THE currency question was one of the dominant themes of the independence referendum. However, while various currency solutions were proposed (continued use of the pound, independent Scottish currency, adoption of the euro) there did not seem to be a clear plan of what would happen in the event of independence.
The referendum on the UK’s membership of the European Union has clearly demonstrated the problems of voting for something without a plan for what to do if you win. I feel it is important that in the event of indyref2 the Scottish people know what will happen following a vote for independence.
This was the motivation behind writing the document, How to Make a Currency, which describes how an independent Scottish currency could be introduced.
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While the United Kingdom has not changed its currency since decimalisation in 1971, many other countries have introduced new currencies or replaced existing ones since then. For example, there are 47 European countries that are members of the United Nations. Of these, 33 have replaced their currency since 1990 as a result of events such as introduction of the euro, break-up of the Soviet Union or break-up of Yugoslavia. In addition, five countries have re-denominated their currency during this period.
This means the process of introducing a new currency or replacing a currency is well known.
In the paper I have applied this process to Scotland to demonstrate how a Scottish currency could be introduced following a vote for independence.
The most important requirement is to have a fixed rate between the new Scottish currency and the pound for a transition period. In my paper I have proposed a transition period of three years (between the vote for independence and the introduction of the independent Scottish currency) during which an exchange rate of 1:1 would be used between UK pounds and the Scottish currency. This period would allow for the design and introduction of notes and coins and give the financial services industry time to convert bank accounts, mortgages, loans, etc, to the new Scottish currency. A three-year period was also used when the Euro was first introduced between 1999 and 2002 though more recently countries adopting the euro have used a shorter timeframe.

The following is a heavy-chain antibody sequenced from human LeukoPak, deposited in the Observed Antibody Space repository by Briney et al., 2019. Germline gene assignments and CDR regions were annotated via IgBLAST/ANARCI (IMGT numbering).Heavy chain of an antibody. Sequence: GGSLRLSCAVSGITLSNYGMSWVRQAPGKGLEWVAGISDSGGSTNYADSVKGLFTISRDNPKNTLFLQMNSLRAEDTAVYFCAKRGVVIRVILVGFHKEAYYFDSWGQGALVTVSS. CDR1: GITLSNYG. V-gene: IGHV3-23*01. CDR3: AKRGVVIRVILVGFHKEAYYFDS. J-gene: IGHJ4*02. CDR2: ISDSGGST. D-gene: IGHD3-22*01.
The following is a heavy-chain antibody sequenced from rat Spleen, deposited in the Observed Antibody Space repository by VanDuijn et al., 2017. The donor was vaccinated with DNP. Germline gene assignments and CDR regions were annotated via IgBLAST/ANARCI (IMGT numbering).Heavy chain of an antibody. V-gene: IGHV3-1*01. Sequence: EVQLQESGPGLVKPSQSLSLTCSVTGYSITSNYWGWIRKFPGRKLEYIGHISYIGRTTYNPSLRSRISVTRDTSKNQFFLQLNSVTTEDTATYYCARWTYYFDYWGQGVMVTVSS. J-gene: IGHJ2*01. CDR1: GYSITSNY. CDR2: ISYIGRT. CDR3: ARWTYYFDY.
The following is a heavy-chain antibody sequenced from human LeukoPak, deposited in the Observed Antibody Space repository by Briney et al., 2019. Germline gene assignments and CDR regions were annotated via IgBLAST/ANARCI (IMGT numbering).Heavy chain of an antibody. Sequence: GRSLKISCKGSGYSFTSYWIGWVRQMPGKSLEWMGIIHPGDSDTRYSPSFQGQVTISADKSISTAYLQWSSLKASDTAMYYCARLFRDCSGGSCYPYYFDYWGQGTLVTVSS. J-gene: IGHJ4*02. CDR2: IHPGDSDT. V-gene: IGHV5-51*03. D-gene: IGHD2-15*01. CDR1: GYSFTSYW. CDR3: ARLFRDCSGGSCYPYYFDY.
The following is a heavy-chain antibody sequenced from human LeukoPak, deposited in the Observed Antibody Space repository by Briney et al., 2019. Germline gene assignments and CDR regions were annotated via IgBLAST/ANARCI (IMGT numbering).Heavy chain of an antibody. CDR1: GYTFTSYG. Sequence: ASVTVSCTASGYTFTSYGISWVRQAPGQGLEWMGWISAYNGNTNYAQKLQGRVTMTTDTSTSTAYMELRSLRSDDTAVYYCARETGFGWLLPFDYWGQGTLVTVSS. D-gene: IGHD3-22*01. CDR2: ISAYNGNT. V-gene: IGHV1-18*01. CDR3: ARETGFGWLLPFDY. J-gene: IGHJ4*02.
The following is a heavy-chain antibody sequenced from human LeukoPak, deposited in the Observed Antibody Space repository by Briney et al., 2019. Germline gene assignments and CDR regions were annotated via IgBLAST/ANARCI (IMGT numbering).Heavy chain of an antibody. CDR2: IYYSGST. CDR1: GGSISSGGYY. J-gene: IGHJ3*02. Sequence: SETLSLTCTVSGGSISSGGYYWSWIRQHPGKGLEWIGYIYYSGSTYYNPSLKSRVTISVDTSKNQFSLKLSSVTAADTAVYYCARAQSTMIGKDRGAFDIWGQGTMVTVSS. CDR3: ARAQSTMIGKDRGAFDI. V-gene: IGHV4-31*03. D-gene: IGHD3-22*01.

I have also proposed that a no compulsion rule be put in place as some people in Scotland may want to keep a Sterling bank account in addition to holding a Scottish currency one (for example, people living near the English border in the same way that many people and businesses in Northern Ireland have both euro and Sterling accounts if they work or do business in the Republic of Ireland). Though to ensure the introduction of a Scottish currency is a success all Scottish taxes and social security payments should be made in the new Scottish currency.
I have heard some doubts whether the UK Government would allow a transition period. However it is in the interests of the UK financial services industry (who have millions of customers in Scotland) for there to be a smooth introduction of a new Scottish currency. They would be the ones who would insist on a transition period and I believe they would get their way (as they did when the FCA investigation into banking culture was scrapped and as they are getting with their demand for making the city of London a special case in the Brexit negotiation).
One further point in reference to the euro: a country can only join the eurozone if there is economic convergence with the eurozone. This includes being part of the European Exchange Rate Mechanism. This would not be possible if Scotland kept the pound as the rest of the United Kingdom is leaving the EU. If the people of Scotland chose to join the eurozone this would only be possible if they had their own independent currency.
Whether the people of Scotland want a separate currency following independence is a decision for the people of Scotland; but if they choose to vote for a separate currency it is important to offer them a plan to demonstrate exactly what that means.